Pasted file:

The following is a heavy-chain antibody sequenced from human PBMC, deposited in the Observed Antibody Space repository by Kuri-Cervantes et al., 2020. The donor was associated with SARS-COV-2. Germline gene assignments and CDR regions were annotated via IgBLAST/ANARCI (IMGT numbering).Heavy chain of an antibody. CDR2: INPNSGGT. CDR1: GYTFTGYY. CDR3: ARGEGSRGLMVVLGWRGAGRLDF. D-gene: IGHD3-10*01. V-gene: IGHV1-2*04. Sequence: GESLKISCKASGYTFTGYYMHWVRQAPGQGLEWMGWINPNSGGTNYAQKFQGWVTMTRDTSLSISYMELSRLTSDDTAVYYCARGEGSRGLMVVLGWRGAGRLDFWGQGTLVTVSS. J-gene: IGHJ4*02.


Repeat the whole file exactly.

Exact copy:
The following is a heavy-chain antibody sequenced from human PBMC, deposited in the Observed Antibody Space repository by Kuri-Cervantes et al., 2020. The donor was associated with SARS-COV-2. Germline gene assignments and CDR regions were annotated via IgBLAST/ANARCI (IMGT numbering).Heavy chain of an antibody. CDR2: INPNSGGT. CDR1: GYTFTGYY. CDR3: ARGEGSRGLMVVLGWRGAGRLDF. D-gene: IGHD3-10*01. V-gene: IGHV1-2*04. Sequence: GESLKISCKASGYTFTGYYMHWVRQAPGQGLEWMGWINPNSGGTNYAQKFQGWVTMTRDTSLSISYMELSRLTSDDTAVYYCARGEGSRGLMVVLGWRGAGRLDFWGQGTLVTVSS. J-gene: IGHJ4*02.